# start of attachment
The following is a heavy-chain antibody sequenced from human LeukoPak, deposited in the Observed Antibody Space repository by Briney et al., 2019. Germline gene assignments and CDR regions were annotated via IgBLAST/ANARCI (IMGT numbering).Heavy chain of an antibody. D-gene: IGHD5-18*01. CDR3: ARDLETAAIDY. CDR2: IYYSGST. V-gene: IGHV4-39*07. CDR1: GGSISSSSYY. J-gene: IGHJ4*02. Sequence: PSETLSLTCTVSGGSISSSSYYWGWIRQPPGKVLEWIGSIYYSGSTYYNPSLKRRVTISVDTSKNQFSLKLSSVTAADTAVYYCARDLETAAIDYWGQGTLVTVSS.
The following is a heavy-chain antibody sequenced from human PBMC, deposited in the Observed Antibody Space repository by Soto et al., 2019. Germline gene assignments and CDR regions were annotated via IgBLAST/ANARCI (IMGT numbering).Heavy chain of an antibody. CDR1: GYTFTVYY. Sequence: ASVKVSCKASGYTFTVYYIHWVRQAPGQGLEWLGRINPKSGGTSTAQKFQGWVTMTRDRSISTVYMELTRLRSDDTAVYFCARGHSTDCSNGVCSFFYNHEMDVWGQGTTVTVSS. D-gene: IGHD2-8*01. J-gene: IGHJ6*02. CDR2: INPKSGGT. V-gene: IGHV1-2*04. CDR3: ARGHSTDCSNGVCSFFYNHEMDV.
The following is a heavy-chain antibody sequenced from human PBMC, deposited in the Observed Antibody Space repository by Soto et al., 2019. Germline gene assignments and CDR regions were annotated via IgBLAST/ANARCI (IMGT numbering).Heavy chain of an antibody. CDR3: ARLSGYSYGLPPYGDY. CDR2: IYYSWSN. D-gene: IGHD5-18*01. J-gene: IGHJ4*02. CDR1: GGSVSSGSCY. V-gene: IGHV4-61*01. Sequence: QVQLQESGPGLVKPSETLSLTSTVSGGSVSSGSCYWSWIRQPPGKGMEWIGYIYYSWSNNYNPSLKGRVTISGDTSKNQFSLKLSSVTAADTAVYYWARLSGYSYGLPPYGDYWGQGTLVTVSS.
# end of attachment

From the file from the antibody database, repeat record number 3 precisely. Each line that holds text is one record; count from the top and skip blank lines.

The following is a heavy-chain antibody sequenced from human PBMC, deposited in the Observed Antibody Space repository by Soto et al., 2019. Germline gene assignments and CDR regions were annotated via IgBLAST/ANARCI (IMGT numbering).Heavy chain of an antibody. CDR3: ARLSGYSYGLPPYGDY. CDR2: IYYSWSN. D-gene: IGHD5-18*01. J-gene: IGHJ4*02. CDR1: GGSVSSGSCY. V-gene: IGHV4-61*01. Sequence: QVQLQESGPGLVKPSETLSLTSTVSGGSVSSGSCYWSWIRQPPGKGMEWIGYIYYSWSNNYNPSLKGRVTISGDTSKNQFSLKLSSVTAADTAVYYWARLSGYSYGLPPYGDYWGQGTLVTVSS.